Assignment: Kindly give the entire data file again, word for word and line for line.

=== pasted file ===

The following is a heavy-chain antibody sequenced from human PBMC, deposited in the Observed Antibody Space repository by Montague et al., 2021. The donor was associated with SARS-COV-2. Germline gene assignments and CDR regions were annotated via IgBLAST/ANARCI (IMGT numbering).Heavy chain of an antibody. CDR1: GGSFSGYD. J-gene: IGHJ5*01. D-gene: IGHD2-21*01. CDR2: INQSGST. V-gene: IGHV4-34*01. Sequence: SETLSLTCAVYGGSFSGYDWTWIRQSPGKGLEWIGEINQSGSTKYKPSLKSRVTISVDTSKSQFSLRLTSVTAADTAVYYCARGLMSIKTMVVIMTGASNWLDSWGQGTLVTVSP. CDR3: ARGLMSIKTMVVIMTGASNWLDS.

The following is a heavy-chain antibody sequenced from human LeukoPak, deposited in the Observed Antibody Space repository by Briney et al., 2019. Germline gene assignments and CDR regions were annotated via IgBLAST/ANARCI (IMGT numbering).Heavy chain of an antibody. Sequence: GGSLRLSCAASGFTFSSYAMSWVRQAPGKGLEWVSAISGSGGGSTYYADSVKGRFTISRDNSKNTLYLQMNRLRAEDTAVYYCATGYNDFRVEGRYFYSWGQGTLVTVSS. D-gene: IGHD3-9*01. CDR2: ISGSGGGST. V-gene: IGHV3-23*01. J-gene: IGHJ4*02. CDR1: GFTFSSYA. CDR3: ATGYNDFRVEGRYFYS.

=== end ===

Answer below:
The following is a heavy-chain antibody sequenced from human PBMC, deposited in the Observed Antibody Space repository by Montague et al., 2021. The donor was associated with SARS-COV-2. Germline gene assignments and CDR regions were annotated via IgBLAST/ANARCI (IMGT numbering).Heavy chain of an antibody. CDR1: GGSFSGYD. J-gene: IGHJ5*01. D-gene: IGHD2-21*01. CDR2: INQSGST. V-gene: IGHV4-34*01. Sequence: SETLSLTCAVYGGSFSGYDWTWIRQSPGKGLEWIGEINQSGSTKYKPSLKSRVTISVDTSKSQFSLRLTSVTAADTAVYYCARGLMSIKTMVVIMTGASNWLDSWGQGTLVTVSP. CDR3: ARGLMSIKTMVVIMTGASNWLDS.

The following is a heavy-chain antibody sequenced from human LeukoPak, deposited in the Observed Antibody Space repository by Briney et al., 2019. Germline gene assignments and CDR regions were annotated via IgBLAST/ANARCI (IMGT numbering).Heavy chain of an antibody. Sequence: GGSLRLSCAASGFTFSSYAMSWVRQAPGKGLEWVSAISGSGGGSTYYADSVKGRFTISRDNSKNTLYLQMNRLRAEDTAVYYCATGYNDFRVEGRYFYSWGQGTLVTVSS. D-gene: IGHD3-9*01. CDR2: ISGSGGGST. V-gene: IGHV3-23*01. J-gene: IGHJ4*02. CDR1: GFTFSSYA. CDR3: ATGYNDFRVEGRYFYS.